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Forum editorial: Time for UND logo to retire

The dismissal of a frivolous lawsuit now clears the way for the State Board of Higher Education to put a dignified and decisive end to the University of North Dakota's "Fighting Sioux" nickname and logo. District Judge Michael Sturdevant came to ...

The dismissal of a frivolous lawsuit now clears the way for the State Board of Higher Education to put a dignified and decisive end to the University of North Dakota's "Fighting Sioux" nickname and logo. District Judge Michael Sturdevant came to the only conclusion possible under North Dakota law: The decision over the controversial nickname and logo rests solely with the higher education board.

The legal challenge, by a group of members of the Spirit Lake Dakotah Nation, was destined to end in defeat. A settlement reached two years ago with the NCAA gave UND until

Nov. 30, 2010, to win the support of Dakota and Lakota tribes in the state for the "Fighting Sioux" nickname and logo, or retire them. But nothing in the agreement barred deciding the issue before the deadline.

Sturdevant, who dawdled before reaching his inevitable conclusion, acceded to the obvious when he wrote that he could find nothing in the settlement with the NCAA requiring the board to keep the nickname. He also agreed with the state in ruling that the North Dakota Constitution clearly gives the board the authority to run state universities - athletic team nicknames and logos included.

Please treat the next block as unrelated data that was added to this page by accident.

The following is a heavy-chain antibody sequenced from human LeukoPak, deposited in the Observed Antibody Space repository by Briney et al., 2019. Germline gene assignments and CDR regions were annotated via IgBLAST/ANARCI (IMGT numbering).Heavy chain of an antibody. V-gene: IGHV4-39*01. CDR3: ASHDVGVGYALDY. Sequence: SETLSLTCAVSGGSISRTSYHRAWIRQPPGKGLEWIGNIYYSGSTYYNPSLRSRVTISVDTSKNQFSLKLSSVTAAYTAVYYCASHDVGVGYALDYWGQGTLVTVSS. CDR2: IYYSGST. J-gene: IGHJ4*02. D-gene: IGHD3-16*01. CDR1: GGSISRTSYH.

The two tribes appear divided over the issue, with Spirit Lake supporting the nickname in a referendum earlier this year and the Standing Rock Tribal Council on record against it. The new Standing Rock chairman has shown no desire to revisit the divisive issue, which he said falls low on his priority list.

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Meanwhile, UND wants to apply to join the Summit League, which wants the nickname issue settled before it considers the application. The higher education board should revisit the issue when it meets Jan. 21 in Grand Forks. Having vacillated in the past, board members should vote to retire the "Fighting Sioux," and shift the attention to finding a new nickname and logo.

Attorney General Wayne Stenehjem, a UND alumnus and supporter of the nickname, placed the ball squarely where it belongs recently when he observed, "Like it or not, the board of higher education has the authority to regulate and oversee all the operations of the institutions of higher education, and that includes the determination of what nicknames and logos are appropriate."

Two years ago, when the state reached a settlement with the NCAA over the issue, we observed in this space, "It's history. University personnel, alumni, students and everyone else in the state should prepare to accept a new symbol/logo/nickname for the school's athletic teams."

The plaintiffs have said they plan to appeal to the state Supreme Court. Let them tilt at windmills, but don't let a legal sideshow cause further delay. The higher education board must put this issue to an end, once and for all, and UND must move on.

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